The above example of roads, although simplified, reflects the logic behind most public goods and services. Economist and Nobel Prize winner Amartya Sen has pointed out how such sharing benefits everyone, rich and poor. In Development as Freedom, Sen pointed out that most countries with higher public spending
on core services have happier, healthier citizens. Citizens are free to pursue their own individual choices, because they are not spending time trying to work out the basic necessities of life.

Of course, there are limits to what should be public goods and services. Canadians have collectively determined that society is better-off if things like healthcare, parks, schools, old-age pensions, and other such programs are public goods and services, we also realise that not everything needs to be provided by the government. Society will not be better off, for example, if the government takes control of the moustache wax industry. Goods and services that are not necessary for societal well-being are probably best-left to the private sector.

That understood, when a society invests in key public goods and services, the well-being of each individual is built up. This, in turn, builds up the well-being of society as a whole. This is a reason why we share resources in Canadian society. It makes us more cohesive, more healthy, and more equal.

1. Using Teacher’s Background Information, lead class discussion on why societies share certain resources. Have students consider the ways that society benefits as a whole and individual freedom is enhanced when certain necessities of life are equally shared.

2. As a class, read “Sharing Resources: The Doddington”.
• Consider how the men as a whole rejected taking an oath regarding the missing treasure. Can a law or ruling have authority if the majority reject it?
• Consider that the officers used an armed boat to take back the remaining treasure. How does physical force impact the nature of authority? Why is it that only the state has the right to use force in a liberal democracy? Does the state always use this force judiciously?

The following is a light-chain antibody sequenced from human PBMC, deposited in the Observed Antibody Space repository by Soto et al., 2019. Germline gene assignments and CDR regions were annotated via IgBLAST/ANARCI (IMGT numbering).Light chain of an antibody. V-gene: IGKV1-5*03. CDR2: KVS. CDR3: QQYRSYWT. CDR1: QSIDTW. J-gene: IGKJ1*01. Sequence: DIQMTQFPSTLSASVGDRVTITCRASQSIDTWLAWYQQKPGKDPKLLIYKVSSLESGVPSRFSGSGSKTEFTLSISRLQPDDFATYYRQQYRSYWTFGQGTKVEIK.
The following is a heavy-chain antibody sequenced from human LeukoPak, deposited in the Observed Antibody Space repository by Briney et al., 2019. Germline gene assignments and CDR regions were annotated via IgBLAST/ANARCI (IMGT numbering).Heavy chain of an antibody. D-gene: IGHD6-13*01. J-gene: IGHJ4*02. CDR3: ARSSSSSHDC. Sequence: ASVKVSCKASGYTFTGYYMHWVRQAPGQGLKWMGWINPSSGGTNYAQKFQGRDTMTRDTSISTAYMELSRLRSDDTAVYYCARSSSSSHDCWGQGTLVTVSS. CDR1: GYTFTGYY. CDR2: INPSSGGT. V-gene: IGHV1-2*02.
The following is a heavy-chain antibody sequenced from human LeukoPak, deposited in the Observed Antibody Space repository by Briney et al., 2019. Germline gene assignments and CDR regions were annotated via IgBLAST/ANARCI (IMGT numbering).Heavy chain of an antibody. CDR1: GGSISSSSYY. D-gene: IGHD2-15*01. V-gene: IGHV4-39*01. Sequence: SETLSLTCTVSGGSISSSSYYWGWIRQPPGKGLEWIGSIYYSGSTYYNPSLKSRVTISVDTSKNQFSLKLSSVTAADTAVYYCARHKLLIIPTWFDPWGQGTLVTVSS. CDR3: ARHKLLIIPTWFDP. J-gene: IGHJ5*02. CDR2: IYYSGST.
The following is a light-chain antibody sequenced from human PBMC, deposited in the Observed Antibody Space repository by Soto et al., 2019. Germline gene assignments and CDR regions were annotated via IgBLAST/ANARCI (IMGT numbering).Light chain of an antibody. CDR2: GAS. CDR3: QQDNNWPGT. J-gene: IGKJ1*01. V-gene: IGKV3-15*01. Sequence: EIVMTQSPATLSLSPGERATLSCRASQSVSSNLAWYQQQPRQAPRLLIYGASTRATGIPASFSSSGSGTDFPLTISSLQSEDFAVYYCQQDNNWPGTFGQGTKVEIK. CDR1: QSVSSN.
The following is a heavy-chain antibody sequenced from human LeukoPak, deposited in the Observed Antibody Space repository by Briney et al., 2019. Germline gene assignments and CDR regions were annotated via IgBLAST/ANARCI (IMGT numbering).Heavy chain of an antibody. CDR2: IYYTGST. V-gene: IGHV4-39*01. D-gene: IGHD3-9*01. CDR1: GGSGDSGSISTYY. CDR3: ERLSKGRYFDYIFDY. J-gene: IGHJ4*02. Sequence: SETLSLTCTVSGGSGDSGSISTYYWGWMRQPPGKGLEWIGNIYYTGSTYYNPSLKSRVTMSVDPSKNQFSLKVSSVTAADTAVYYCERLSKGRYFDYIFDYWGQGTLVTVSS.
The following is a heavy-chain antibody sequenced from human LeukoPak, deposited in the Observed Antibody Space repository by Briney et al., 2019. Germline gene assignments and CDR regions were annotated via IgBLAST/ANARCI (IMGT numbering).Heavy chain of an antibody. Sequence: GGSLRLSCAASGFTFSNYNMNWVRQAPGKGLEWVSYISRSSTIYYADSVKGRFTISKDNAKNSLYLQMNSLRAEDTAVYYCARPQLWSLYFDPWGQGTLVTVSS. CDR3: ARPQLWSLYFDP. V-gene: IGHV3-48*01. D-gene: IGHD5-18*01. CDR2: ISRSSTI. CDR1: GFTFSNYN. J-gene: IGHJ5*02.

3. Have students consider Discuss questions, either individually or in small groups.

4. Like most castaways, the Doddington survivors shared a common cause or purpose. Discuss how this common cause was formed, and how Clive’s treasure fractured the cause. Guiding questions could include:
• What was the common purpose of all the castaways when they found themselves stranded on Bird Island?
• How will a common purpose help bond a society?
• How did the treasure impact this common purpose?
• If the castaways knew they had no hope of returning to society, would that have changed the role of the treasure?

5. For deeper consideration of progressive taxation and societal cohesion, check out Lesson 1.4: Paying for Government Services in Our Government, Our Election.

6. For deeper consideration of health care as a public good, check out Absolute Freedom and Universal Health Care in Albert Camus’ The Plague: The Learning Resource.

7. Third Mate William Webb’s account of the wreck of the Doddington, An Authentic Narrative of the Loss of the Doddington Indiaman, is on Google Books.

8. The story of the discovery of Clive of India’s treasure in the 1970s can be found in Clive’s Lost Treasure by Geoffrey and David Allen. Find it at your public library.

Sharing Resources: The Doddington